“I think 50% of those contracts were canceled legitimately, and 50% were done because the economy has just sucked and the client didn’t want to take those grapes on anymore,” he said. The pandemic — in shuttering restaurants and tasting rooms — has skewered supply and demand dynamics for California’s wine industry, which has been, for more than a year now, grappling with an existing oversupply.

Those opportunistic cancellations, Hughes’ clients have told him, have had a detrimental impact on some winery grower relationships — the kind Napa Valley’s wine industry is built upon. Producers have described grower-winery relations as being in some cases “at an all-time low,” according to Hughes.

Most grape growers in Napa Valley do have crop insurance policies; coverage can be triggered when a winery rejects previously contracted-for fruit, according to Shannon Antonini, vice president of Insurance Sales at American AgCredit in Santa Rosa. But that is a less than ideal scenario for most growers, she said in an interview with the Register in September.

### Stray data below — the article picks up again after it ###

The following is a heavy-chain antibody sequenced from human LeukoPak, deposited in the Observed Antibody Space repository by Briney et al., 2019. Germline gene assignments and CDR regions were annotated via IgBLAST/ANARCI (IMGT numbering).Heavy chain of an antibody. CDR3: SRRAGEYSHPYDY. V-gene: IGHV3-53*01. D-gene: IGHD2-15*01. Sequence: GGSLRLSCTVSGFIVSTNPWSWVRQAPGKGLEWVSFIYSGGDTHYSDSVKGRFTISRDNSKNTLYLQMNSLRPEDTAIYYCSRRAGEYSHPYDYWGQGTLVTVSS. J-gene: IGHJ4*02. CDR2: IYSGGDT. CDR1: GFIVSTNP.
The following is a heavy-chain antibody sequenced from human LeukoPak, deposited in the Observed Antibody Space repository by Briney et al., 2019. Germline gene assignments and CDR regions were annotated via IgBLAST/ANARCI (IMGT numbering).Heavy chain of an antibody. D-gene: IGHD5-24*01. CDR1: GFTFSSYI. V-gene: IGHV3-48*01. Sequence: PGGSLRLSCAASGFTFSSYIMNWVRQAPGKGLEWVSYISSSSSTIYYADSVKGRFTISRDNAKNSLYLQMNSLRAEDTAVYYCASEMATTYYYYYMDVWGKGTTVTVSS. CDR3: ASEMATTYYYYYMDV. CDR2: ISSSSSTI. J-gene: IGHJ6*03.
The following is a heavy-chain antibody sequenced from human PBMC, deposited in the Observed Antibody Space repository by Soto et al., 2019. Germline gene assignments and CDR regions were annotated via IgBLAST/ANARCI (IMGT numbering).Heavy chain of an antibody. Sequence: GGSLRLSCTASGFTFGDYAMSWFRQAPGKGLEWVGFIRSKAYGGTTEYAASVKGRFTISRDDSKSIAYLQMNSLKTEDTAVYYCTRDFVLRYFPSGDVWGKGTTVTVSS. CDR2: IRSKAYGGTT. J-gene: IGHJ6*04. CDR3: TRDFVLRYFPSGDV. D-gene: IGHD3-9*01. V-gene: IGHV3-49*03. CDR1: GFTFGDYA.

“Crop insurance is never going to make you whole — it’s meant to cover your farming costs,” Antonini said at the time. “No one makes money on it.”

Knowing insurance won’t cover much of their typical profit, Beckstoffer Vineyards employs what basically amounts to grape growing catastrophe insurance, according to General Manager Dave Michul. Custom crushing unpurchased fruit and selling it on the bulk market is actually preferable to making an insurance claim on Beckstoffer fruit or having some of their clientele renege on contracts, Michul said.

Of course, selling fruit to contracted buyers is preferred, according to Michul, who expressed some mild frustration with wineries that had stepped away from fruit. Some said they would not make wine from Beckstoffer grapes as early as August, amid the LNU Lightning Complex Fires, he said. Though there was smoke around the valley at that time, industry experts believed fruit would remain usable through most of Napa County.